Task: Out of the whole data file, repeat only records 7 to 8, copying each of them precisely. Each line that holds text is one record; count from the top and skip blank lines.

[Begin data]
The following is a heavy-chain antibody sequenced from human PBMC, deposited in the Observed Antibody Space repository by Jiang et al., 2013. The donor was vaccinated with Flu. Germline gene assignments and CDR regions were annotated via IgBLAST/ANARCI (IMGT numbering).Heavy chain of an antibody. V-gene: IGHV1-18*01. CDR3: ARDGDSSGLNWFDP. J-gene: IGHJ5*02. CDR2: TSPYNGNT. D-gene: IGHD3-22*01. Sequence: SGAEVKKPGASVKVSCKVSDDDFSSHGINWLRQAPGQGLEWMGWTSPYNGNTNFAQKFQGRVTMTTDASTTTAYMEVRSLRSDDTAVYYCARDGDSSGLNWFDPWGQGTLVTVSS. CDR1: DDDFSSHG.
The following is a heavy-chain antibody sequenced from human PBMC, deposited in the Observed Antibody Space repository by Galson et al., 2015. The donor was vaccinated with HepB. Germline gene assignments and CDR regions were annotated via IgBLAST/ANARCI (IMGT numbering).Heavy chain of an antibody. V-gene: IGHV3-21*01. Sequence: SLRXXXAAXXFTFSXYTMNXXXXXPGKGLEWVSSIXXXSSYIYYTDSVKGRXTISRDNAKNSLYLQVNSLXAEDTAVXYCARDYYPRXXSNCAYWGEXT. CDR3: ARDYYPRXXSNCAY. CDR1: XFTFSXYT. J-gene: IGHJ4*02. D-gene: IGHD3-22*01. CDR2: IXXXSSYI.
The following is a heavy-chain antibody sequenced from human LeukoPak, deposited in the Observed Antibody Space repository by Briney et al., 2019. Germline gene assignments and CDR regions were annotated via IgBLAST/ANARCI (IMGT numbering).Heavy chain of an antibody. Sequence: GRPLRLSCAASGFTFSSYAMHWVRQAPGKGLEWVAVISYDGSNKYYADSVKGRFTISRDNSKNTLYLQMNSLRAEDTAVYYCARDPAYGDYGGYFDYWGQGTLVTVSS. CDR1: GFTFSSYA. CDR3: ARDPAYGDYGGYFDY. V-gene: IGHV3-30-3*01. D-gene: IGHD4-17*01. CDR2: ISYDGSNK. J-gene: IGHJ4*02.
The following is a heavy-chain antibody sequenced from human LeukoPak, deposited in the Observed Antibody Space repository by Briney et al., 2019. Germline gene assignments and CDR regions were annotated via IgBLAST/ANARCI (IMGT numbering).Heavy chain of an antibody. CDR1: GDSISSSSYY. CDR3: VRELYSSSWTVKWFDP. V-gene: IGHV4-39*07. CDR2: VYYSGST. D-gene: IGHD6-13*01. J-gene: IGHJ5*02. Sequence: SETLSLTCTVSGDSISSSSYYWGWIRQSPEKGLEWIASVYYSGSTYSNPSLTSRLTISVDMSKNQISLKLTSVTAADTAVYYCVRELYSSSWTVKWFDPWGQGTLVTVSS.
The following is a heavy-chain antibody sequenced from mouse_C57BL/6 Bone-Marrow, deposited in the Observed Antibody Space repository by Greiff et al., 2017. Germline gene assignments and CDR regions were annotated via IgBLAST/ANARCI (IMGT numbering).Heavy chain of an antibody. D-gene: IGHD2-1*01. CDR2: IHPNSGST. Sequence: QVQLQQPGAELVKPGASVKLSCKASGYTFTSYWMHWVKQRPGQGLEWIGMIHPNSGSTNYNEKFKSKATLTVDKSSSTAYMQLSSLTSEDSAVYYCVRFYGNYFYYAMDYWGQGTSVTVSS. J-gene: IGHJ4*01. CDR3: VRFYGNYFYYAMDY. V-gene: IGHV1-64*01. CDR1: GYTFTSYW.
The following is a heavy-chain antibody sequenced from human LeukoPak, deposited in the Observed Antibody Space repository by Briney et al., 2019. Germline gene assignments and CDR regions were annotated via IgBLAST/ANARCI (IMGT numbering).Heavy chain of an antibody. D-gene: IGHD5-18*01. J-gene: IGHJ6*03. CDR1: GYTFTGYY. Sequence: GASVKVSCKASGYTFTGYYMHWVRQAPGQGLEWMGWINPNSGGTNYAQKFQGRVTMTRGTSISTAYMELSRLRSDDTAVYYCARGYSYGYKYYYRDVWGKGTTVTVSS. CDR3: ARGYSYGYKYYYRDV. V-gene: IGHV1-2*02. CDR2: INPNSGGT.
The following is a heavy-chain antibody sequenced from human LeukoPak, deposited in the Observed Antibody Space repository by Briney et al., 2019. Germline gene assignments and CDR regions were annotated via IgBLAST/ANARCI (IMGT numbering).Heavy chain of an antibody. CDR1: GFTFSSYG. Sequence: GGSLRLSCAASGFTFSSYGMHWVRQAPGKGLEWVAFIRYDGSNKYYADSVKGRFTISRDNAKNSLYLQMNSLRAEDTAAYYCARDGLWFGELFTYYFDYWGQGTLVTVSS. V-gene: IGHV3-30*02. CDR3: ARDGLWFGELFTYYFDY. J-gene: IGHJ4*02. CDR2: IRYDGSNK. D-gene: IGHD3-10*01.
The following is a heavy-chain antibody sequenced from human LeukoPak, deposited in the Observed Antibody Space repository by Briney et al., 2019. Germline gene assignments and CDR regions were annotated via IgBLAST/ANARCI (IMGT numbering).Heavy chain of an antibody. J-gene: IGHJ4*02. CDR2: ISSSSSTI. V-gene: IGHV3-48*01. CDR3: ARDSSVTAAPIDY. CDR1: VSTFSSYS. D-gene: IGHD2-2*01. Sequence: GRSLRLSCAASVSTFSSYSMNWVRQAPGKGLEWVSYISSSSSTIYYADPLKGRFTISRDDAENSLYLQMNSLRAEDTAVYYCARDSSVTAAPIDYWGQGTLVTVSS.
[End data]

The following is a heavy-chain antibody sequenced from human LeukoPak, deposited in the Observed Antibody Space repository by Briney et al., 2019. Germline gene assignments and CDR regions were annotated via IgBLAST/ANARCI (IMGT numbering).Heavy chain of an antibody. CDR1: GFTFSSYG. Sequence: GGSLRLSCAASGFTFSSYGMHWVRQAPGKGLEWVAFIRYDGSNKYYADSVKGRFTISRDNAKNSLYLQMNSLRAEDTAAYYCARDGLWFGELFTYYFDYWGQGTLVTVSS. V-gene: IGHV3-30*02. CDR3: ARDGLWFGELFTYYFDY. J-gene: IGHJ4*02. CDR2: IRYDGSNK. D-gene: IGHD3-10*01.
The following is a heavy-chain antibody sequenced from human LeukoPak, deposited in the Observed Antibody Space repository by Briney et al., 2019. Germline gene assignments and CDR regions were annotated via IgBLAST/ANARCI (IMGT numbering).Heavy chain of an antibody. J-gene: IGHJ4*02. CDR2: ISSSSSTI. V-gene: IGHV3-48*01. CDR3: ARDSSVTAAPIDY. CDR1: VSTFSSYS. D-gene: IGHD2-2*01. Sequence: GRSLRLSCAASVSTFSSYSMNWVRQAPGKGLEWVSYISSSSSTIYYADPLKGRFTISRDDAENSLYLQMNSLRAEDTAVYYCARDSSVTAAPIDYWGQGTLVTVSS.